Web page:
I was glad when they said unto me, Let us go into the house of the Lord. Our feet shall stand within thy gates, O Jerusalem.@Psalm 122:1–2

Prob­ab­ly by Tho­mas Cot­ter­ill, 1810.

Ma­no­ah Giao­chi­no A. Ros­si­ni (1792–1868). Ar­ranged in Col­lec­tion of Church Mu­sic, by Hen­ry W. Great­or­ex, 1851 (🔊 pdf nwc).

portrait
Giaochino A. Rossini (1792–1868)

Appeared in Cot­ter­ill’s Sel. 1810, No. 98, in 4 st. of 4 l, and en­ti­tled For the bless­ing of God on Pub­lic Wor­ship. It is based on J. New­ton’s O Lord, our lan­guid souls in­spire, st. ii. be­ing spe­cial­ly from New­ton. The cen­to was most prob­ab­ly ar­ranged and re­writ­ten by Cot­terill. Its use in G. Brit. is some­what lim­it­ed, but in Am­er­ic­a it is ex­ten­sive, and is giv­en in the col­lec­tions of var­i­ous de­nom­in­a­tions.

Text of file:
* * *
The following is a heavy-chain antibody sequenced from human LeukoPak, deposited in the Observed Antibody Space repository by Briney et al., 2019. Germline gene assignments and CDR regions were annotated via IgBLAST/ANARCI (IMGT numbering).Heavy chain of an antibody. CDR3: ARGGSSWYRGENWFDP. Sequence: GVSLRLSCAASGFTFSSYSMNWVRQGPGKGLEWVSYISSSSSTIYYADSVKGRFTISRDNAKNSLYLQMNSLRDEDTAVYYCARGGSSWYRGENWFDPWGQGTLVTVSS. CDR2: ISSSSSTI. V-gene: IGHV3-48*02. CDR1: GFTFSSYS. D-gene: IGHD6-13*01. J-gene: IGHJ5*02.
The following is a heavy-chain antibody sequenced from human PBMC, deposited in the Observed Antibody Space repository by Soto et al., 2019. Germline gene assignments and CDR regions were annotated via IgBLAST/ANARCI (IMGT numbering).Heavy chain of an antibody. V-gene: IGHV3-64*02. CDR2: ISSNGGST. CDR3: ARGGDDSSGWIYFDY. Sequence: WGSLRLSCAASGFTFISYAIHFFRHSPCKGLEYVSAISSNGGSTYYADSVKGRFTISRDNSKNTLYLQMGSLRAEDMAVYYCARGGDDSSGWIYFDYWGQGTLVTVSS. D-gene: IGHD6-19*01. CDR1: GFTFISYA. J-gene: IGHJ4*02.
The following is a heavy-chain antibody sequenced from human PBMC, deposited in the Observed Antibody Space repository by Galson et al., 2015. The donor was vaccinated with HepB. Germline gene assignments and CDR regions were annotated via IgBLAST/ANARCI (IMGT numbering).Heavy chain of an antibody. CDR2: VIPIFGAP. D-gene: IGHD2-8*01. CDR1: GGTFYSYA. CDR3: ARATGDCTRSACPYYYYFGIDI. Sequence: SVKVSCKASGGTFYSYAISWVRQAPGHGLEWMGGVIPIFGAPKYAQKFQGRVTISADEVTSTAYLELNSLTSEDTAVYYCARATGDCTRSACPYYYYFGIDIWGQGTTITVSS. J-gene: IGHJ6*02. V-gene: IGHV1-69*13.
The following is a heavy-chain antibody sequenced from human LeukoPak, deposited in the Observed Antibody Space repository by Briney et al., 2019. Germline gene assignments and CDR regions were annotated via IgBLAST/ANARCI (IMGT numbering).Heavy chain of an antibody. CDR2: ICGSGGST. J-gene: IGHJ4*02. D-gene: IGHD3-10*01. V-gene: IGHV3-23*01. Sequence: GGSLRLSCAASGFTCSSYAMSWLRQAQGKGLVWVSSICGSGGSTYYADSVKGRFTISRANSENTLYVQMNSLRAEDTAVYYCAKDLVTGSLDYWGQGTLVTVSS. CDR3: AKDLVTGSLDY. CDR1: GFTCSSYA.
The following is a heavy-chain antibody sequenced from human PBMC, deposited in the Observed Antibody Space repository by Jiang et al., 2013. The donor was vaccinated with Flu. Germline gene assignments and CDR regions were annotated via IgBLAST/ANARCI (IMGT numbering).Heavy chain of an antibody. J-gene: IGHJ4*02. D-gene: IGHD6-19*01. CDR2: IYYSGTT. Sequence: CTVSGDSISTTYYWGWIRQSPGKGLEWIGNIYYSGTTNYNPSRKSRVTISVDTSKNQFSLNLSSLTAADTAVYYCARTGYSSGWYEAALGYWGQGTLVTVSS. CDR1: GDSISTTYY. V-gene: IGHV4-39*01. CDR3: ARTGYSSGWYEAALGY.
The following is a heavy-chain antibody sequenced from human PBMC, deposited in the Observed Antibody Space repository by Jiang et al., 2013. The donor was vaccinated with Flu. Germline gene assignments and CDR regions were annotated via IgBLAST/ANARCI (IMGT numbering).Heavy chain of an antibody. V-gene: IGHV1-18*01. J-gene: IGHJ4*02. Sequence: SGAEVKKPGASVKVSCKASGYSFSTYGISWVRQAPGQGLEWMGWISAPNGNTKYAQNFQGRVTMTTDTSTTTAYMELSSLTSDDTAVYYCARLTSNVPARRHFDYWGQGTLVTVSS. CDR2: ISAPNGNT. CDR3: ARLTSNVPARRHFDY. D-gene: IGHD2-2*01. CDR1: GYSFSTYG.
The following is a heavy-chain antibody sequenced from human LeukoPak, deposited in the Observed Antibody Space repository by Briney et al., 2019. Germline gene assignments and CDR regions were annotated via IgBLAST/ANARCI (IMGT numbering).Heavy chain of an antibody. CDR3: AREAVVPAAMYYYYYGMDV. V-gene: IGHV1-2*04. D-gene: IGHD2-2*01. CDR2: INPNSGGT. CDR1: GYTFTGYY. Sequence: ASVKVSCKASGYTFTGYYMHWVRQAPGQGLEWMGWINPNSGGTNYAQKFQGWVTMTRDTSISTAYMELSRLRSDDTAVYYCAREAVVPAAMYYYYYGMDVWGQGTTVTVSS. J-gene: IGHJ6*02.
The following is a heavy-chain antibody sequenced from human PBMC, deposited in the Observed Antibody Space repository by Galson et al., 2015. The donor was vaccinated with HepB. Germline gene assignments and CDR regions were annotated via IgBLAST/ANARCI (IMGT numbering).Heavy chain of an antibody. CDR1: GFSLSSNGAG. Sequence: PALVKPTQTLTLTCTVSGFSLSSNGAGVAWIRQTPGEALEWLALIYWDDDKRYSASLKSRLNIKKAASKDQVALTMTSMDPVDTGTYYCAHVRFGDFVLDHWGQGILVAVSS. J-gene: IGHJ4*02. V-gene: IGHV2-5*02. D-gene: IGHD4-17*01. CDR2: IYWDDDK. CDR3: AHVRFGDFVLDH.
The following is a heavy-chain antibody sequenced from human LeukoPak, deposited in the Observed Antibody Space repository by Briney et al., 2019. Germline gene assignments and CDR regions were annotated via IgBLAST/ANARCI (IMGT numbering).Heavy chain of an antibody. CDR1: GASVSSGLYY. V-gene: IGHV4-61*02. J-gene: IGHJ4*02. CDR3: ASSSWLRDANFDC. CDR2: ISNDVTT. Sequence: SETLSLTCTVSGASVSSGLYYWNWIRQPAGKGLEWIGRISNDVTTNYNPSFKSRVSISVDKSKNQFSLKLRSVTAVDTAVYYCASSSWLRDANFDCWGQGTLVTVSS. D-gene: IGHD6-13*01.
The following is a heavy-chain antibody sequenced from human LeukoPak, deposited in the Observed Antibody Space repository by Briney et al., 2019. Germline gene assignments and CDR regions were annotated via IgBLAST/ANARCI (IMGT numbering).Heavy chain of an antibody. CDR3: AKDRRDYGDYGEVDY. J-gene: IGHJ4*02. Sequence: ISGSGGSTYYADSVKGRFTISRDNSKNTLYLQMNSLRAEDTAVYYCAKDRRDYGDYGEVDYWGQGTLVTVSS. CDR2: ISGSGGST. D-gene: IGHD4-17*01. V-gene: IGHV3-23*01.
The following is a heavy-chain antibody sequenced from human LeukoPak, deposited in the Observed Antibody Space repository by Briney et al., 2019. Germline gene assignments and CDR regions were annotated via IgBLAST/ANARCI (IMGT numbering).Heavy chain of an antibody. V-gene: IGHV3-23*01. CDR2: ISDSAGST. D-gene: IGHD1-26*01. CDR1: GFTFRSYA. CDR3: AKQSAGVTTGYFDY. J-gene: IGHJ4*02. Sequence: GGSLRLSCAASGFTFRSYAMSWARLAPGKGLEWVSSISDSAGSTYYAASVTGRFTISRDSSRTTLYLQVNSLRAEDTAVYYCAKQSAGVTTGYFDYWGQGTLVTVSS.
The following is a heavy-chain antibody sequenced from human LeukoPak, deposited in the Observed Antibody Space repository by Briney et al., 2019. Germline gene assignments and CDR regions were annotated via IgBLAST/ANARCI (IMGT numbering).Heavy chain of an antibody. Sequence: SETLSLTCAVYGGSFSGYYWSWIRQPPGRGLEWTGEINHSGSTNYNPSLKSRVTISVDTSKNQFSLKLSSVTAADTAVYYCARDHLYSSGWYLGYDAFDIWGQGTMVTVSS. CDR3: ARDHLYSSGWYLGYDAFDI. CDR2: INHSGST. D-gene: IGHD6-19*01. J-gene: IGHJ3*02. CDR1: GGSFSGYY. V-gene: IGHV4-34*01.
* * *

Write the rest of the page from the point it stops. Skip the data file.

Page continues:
Julian, pp. 28–29

Again our earthly cares we leave
And to Thy courts repair;
Again with joyful feet we come,
To meet our Savior there.

Great Shepherd of Thy people, hear;
Thy presence now display:
We bow within Thy house of prayer;
Oh! give us hearts to pray.

The clouds which veil Thee from our sight,
In pity, Lord! remove:
Dispose our hearts to hear aright
The message of Thy love

Impressed with holy fear and love,
We kneel before Thy face:
Oh! may the children of Thy power
Be children of Thy grace!